The Bonn conference was the last major chance for delegates to meet ahead of COP28, the crucial year-end summit in Dubai. COP28 will see the world's first global stocktake, a review of the world's collective progress made toward meeting the goals of the 2015 Paris Agreement of limiting global heating. The world needs to drastically cut greenhouse gas emissions in the coming decades to keep the average temperature rise to well below 2 degrees Celsius (3.6 Fahrenheit).

People wade through knee-deep flood waters
Pakistan, which experienced devastating floods last year, is among countries calling for wealthier states to pay compensation for the impacts of the climate crisisImage: Zahid Hussain/AP/dpa/picture alliance

More importantly, the audit — set to take place every five years — will highlight where that progress is lacking. "The success of the global stocktake will ultimately determine the success of COP28," writes UN climate chief Simon Stiell on the UNFCCC site. "It is the defining moment of this year, this COP and — as one of the only two stocktaking moments in this decisive decade of climate action — ultimately pivotal to whether or not we meet our 2030 goals."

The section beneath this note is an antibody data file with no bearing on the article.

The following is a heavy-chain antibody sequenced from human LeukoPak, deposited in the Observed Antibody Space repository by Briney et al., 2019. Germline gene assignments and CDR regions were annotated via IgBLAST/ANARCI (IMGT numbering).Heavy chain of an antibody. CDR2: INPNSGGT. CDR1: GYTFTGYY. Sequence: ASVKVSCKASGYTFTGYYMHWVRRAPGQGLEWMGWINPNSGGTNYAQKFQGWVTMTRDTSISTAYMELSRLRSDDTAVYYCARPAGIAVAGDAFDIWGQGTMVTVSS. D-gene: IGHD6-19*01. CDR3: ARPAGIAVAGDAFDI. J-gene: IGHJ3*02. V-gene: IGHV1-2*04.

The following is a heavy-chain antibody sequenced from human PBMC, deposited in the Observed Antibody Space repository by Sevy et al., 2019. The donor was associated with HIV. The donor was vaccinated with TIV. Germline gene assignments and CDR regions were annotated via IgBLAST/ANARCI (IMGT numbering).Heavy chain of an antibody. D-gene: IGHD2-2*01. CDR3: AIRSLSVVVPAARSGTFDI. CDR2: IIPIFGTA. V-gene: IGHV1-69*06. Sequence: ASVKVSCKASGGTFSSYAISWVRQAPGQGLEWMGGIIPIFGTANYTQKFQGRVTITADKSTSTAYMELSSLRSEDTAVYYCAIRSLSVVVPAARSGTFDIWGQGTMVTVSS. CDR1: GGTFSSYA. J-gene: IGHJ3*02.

How does the global stocktake work?

The idea for the global stocktake came out of the 2015 deal, with countries agreeing to regularly assess how the world was slashing greenhouse gas emissions, adapting to the impacts of a changing world and securing the necessary funds to address the climate crisis. 

"The global stocktake is an ambition exercise. It's an accountability exercise. It's an acceleration exercise," said Stiell. "It's an exercise that is intended to make sure every Party is holding up their end of the bargain, knows where they need to go next and how rapidly they need to move to fulfill the goals of the Paris Agreement."

The first part of the process, which began back in 2021 and ended earlier this year, involved collecting the latest data on emissions, adaptation efforts and countries' nationally determined contributions, their national climate action plans.